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How the MSU Riley Center gave Meridian’s 1890s Grand Opera House an encore

This article first appeared on the Magnolia Tribune.

  • After nearly two decades as a performing arts and conference center, the catalyst for Meridian’s downtown renaissance is the crown jewel of the Queen City.

Morgan Dudley has seen her share of stunners perform on the Grand Opera House stage during her five years at Meridian’s MSU Riley Center, but one 2022 show in particular rises above them all.

Bob Dylan, touring in support of his Rough and Rowdy Ways album, named after a song by Meridian’s native son and “father of country music” Jimmie Rodgers, earned the distinction of having the fastest-selling show in the theater’s history to date.

But that wasn’t the most remarkable memory for Dudley. Instead, it was how Dylan intentionally sought to perform here — at 950 seats, it was easily the smallest venue of the tour — in tribute to Rodgers and the region that influenced his famous sound. He even broke his own long-standing custom of not addressing the audience, instead preferring to let the music speak for him, to pay his respects.

“He walked out to the middle of the stage and said, ‘It’s great to be in Mississippi, home of Jimmie Rodgers’ — and the people who followed him all the across country were like, ‘Oh my gosh, he just spoke,’” recalls Dudley, who is now the center’s director of conferences, events and operations.

During the same season, singer-songwriter and guitarist Boz Scaggs capped his set with a total of five encores, returning to the stage over and over to continue playing. While his production manager was shocked at this unorthodox sight, Dudley wasn’t too surprised. Artists typically have an awed reaction to the intimate 1890s theater and the welcoming local audiences.

“Our favorite moments are when they get to the venue and walk on stage, and they just stop and stand there for a second and take it in,” she says. “It’s really cool to see artists that are multi-Grammy Award winners and have been doing it for decades, and it’s almost like their first time seeing a venue.”

Photo courtesy MSU Riley Center

Originally built as part of the five-story Marks-Rothenberg department store in downtown Meridian, the theater hosted vaudeville and minstrel shows, operas and stage plays in its early years. Troupes traveling from New York by rail found Meridian a suitable stopping point and performed for Grand Opera House audiences.

In time, motion pictures began to replace the traveling shows, so owners added a movie screen. The advent of specialized movie palaces, though, left the venue without an audience. The Grand Opera House closed its doors in 1927, while the department store thrived for several more decades before shuttering in 1990.

An effort to restore and repurpose the entire Marks-Rothenberg building found success in 2006, when Mississippi State University completed a $25 million renovation project and reopened the space as a conference center and performing arts venue.

Photo courtesy MSU Riley Center

In the nearly two decades since, an array of artists have performed on the Grand Opera House stage. The theater has built a reputation for producing concerts featuring all-time greats and contemporary music stars, such as blues legends B.B. King, Bo Diddley and Buddy Guy, and country stars Tanya Tucker, Clint Black and Martina McBride. The staff also curates events from other performing-arts disciplines, as well, such as comedy shows featuring Jay Leno and Tig Notaro and touring dramatic productions.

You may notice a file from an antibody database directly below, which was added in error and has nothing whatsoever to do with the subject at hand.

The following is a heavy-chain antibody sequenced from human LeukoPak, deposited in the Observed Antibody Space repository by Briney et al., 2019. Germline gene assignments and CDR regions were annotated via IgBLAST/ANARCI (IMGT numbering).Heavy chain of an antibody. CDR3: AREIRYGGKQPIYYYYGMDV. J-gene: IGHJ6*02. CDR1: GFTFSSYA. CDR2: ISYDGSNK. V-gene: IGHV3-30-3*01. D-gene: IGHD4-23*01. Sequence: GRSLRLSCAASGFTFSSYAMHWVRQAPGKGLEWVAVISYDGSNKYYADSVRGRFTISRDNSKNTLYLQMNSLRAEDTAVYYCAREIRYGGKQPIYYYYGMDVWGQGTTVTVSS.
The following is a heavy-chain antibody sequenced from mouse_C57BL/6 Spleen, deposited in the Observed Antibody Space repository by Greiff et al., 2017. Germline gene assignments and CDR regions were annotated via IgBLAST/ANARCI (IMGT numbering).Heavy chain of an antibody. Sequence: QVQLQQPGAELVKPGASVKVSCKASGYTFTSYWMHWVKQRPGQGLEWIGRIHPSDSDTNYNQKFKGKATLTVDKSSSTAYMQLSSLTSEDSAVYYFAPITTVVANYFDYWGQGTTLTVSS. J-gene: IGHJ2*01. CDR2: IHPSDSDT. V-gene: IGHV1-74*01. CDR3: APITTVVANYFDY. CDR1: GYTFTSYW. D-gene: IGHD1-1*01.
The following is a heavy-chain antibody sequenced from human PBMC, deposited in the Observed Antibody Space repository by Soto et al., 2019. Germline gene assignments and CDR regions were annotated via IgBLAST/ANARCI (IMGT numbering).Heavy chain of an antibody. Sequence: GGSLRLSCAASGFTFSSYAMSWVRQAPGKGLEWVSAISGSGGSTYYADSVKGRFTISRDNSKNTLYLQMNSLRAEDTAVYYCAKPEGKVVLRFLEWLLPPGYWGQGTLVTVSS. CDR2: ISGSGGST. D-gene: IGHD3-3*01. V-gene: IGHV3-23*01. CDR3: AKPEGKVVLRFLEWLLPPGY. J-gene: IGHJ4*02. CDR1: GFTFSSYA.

The MSU Riley Center recently announced its 2024-2025 season, which kicks off August 22 and runs through May 2025, with performances by country star Billy Ray Cyrus, soul singers The War and Treaty, and Mac McAnally, a Tremont native and Jimmy Buffett’s musical director for several years. Additionally, off-season performances include Las Vegas entertainer Wayne Newton on July 20 and Americana singer-songwriter Nikki Lane on August 8.

“This season, we have everything from country to rock to Americana, singer-songwriter, soul, a little R&B,” she says. “We’ve got Postmodern Jukebox, who is kind of their own genre, because they take modern songs and put a vintage vibe to it. We look for artists that are going to please a variety of different people.”

Photo courtesy MSU Riley Center

Meanwhile, Mississippi State University also transformed the adjacent Deen building into classroom space for its Meridian campus, and the conference center hosts meetings and multi-day events in spaces that can accommodate up to 600 people for receptions and seats more than 500 for dinners, in addition to another 10 meeting rooms.

Another key ingredient in the MSU Riley Center’s success is the revitalization of downtown Meridian. With its own project leading the charge, new restaurants and a brewery have opened, as well as the Mississippi Arts + Entertainment Experience, an interactive museum that tells the story of the state’s creative legacy with programs to aid students and young artists.

But when the 16-floor, art deco Threefoot Building, once Mississippi’s tallest structure, reopened as a hotel operated by Marriott’s Tribute Portfolio in 2021, the downtown trifecta of entertainment, dining and lodging was finally complete.

“Having the involvement of downtown and having lodging, especially at our back door, and the multiple restaurants that have popped up, have all made an impact on our business and the flow of events,” she says. “People can literally park their car one time and eat and stay and be entertained. It’s not only impacted our conference business, but it’s really helped on the performing arts side and patronage there, too.”

This article first appeared on the Magnolia Tribune and is republished here under a Creative Commons license.

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